Jane Addams had won Americans’ hearts in the early 20th Century by founding Hull House, a pioneering social action center in Chicago, by being a force on behalf of woman suffrage, by speaking out against imperialism, and by advocating for workers. But once the United States  had entered World War I,  Addam’s pacifism made her a pariah, a role for which nothing in decades of public service and public approbation had readied her. Click here to read more about how Jane Addams achieved personal peace amid public ire by hewing to what she called her “vision of the truth” and the “obligation to affirm it.”


America’s first World War I fighter plane blinded pilots and lost its wings

Capt. Eddie Rickenbacker

When America threw its weight behind the Allies in World War I, optimistic politicians and the writers of the day predicted that, soon, tens of thousands of top-tier planes would pour from American factories to the front lines, blackening the skies over the “Huns.” In reality, American aviation was too far behind the combatants to catch up, and so American pilots like eventual ace Capt. Eddie Rickenbacker (left) took to the air with French castoff aircraft that gave them diarrhea and nausea, obscured their vision, and would lose their wings during combat. But other than that, the aircraft were great!  Click here to read more about how American aviators overcame these technical and biological challenges, and proved themselves faster learners and braver than their allies had expected, leading to a grudging respect from the other pilots.


From the World War I Centennial News Podcast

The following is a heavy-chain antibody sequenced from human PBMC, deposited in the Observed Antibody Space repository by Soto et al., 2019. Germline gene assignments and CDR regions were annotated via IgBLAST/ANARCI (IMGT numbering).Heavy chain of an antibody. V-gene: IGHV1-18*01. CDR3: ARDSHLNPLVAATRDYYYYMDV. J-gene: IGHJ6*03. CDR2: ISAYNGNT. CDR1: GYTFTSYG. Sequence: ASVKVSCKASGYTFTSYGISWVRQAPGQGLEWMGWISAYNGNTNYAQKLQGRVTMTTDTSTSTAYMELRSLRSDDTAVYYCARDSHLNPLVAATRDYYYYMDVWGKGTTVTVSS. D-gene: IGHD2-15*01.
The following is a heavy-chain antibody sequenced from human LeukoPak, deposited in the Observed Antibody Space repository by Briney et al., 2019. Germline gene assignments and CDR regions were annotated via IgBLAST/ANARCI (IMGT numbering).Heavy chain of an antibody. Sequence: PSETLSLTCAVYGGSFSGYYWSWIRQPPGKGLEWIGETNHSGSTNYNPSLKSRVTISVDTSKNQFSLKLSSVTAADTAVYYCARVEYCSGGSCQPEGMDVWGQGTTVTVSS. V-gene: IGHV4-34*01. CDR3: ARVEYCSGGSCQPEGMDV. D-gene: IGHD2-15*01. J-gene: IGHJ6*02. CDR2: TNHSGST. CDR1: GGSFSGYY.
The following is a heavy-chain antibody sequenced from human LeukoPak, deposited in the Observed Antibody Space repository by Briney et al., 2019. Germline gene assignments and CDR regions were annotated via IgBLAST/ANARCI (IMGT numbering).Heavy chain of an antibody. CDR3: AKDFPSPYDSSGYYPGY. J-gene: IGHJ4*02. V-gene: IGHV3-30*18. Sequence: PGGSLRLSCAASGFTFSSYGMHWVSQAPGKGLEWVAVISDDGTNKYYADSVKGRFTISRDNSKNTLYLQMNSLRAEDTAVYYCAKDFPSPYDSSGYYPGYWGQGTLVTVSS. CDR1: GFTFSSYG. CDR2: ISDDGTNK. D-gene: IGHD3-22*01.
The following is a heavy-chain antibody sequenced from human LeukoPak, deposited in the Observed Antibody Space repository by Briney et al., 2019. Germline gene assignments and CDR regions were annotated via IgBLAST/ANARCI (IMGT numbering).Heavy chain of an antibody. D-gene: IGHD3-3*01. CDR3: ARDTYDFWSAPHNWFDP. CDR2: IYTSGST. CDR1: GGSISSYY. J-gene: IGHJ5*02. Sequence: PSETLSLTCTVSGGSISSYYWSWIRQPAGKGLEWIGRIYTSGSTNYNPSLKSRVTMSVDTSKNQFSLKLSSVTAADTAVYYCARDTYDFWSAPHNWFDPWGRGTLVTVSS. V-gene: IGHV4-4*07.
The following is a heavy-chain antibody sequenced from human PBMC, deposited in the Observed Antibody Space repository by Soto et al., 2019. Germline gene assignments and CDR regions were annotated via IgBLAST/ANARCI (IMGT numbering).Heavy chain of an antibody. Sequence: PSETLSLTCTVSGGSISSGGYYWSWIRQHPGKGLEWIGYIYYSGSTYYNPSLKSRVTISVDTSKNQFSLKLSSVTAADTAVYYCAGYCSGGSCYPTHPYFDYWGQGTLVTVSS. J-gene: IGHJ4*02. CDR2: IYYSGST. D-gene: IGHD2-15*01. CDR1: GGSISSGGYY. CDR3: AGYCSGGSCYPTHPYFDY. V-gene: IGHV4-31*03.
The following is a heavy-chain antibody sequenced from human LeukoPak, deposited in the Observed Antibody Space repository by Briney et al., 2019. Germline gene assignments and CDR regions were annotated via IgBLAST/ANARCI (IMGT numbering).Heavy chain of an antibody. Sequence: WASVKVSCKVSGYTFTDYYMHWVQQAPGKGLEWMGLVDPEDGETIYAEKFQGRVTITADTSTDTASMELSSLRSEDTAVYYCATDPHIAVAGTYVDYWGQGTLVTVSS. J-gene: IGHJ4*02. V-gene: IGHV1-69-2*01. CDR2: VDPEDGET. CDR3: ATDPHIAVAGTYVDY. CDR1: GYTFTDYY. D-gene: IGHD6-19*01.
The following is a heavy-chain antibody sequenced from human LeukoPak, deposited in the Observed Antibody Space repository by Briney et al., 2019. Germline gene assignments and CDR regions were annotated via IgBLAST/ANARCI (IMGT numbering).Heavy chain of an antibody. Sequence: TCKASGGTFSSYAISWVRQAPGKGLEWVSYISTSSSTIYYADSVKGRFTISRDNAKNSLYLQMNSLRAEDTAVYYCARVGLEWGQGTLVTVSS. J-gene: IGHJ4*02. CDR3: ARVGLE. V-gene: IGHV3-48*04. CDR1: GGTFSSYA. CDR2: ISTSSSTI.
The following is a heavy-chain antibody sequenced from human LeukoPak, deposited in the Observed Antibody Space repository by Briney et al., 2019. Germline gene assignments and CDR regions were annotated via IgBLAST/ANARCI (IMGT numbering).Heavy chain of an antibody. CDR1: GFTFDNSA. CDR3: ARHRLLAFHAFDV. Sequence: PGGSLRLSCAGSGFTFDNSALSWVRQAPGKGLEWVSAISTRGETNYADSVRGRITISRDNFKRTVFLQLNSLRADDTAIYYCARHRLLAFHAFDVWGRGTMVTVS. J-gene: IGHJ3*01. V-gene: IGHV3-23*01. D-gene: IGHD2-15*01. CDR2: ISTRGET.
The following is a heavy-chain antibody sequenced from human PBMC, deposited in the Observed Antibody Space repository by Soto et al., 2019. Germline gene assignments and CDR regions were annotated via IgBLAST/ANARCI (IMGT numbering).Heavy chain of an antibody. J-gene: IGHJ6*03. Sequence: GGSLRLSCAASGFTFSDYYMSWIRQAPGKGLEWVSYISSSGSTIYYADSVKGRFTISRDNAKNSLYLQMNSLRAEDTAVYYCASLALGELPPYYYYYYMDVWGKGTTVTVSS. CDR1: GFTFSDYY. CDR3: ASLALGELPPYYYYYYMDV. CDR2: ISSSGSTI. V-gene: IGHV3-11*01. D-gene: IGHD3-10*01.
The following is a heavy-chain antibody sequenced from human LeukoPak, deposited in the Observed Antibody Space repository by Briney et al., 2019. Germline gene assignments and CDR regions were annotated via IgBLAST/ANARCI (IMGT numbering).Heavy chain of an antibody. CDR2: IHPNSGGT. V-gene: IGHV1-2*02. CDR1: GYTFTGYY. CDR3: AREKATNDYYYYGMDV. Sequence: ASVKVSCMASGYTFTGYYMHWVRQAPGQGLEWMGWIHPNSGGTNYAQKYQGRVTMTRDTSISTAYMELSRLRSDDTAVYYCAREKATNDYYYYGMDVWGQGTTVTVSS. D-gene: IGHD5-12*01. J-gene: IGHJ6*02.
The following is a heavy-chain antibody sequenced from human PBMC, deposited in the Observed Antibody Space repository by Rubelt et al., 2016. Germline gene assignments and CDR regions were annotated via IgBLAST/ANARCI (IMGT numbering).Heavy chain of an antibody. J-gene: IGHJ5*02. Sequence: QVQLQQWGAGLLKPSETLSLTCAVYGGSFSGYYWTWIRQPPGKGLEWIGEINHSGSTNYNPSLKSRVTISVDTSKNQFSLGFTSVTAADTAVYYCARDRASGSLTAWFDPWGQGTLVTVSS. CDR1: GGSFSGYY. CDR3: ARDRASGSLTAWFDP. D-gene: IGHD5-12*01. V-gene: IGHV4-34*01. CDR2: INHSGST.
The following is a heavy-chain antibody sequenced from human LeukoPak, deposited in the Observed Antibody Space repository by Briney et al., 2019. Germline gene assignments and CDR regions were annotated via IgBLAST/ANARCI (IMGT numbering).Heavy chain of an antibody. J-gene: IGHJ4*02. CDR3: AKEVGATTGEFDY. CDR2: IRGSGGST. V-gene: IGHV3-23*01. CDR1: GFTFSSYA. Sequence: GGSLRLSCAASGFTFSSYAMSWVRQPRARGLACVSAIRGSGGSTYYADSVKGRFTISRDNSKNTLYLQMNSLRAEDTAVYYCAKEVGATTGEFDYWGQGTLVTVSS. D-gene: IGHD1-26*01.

Historian’s Corner:

The Story of Helen Hagan

Helen Hagan

In April 5th’s edition of the World War I Centennial News Podcast, Episode 117, host Theo Mayer aired a brief sound bite from the Yale Daily News introducing Helen Hagan (left), the first female, African American graduate of Yale’s music school, and someone whose extraordinary story is intertwined with World War I. Then, writer Elizabeth Foxwell joined Theo on the show to elaborate on the life of this talented and extraordinary person. Click here to read a transcript of the entire program.

Remembering Veterans:

James Carl Nelson on America’s 339th ‘Polar Bear’ Regiment

James Carl Nelson

In April 19th’s edition of the World War I Centennial News Podcast, Episode 119, author James Carl Nelson joined the host Theo Mayer to discuss a theater of combat that America participated in, but most Americans have forgotten: Russia, just before and after the armistice. The men of the 339th Regiment braved bitter cold and fought the Bolsheviks before returning home in July of 1919. Known as the Polar Bears, the 339th’s saga is a pretty incredible and not widely told World War I story. Click here for a complete transcript of this program and learn the hard, cold facts of America’s most northern combat zone in World War I.


WWI Centennial NEWS Podcast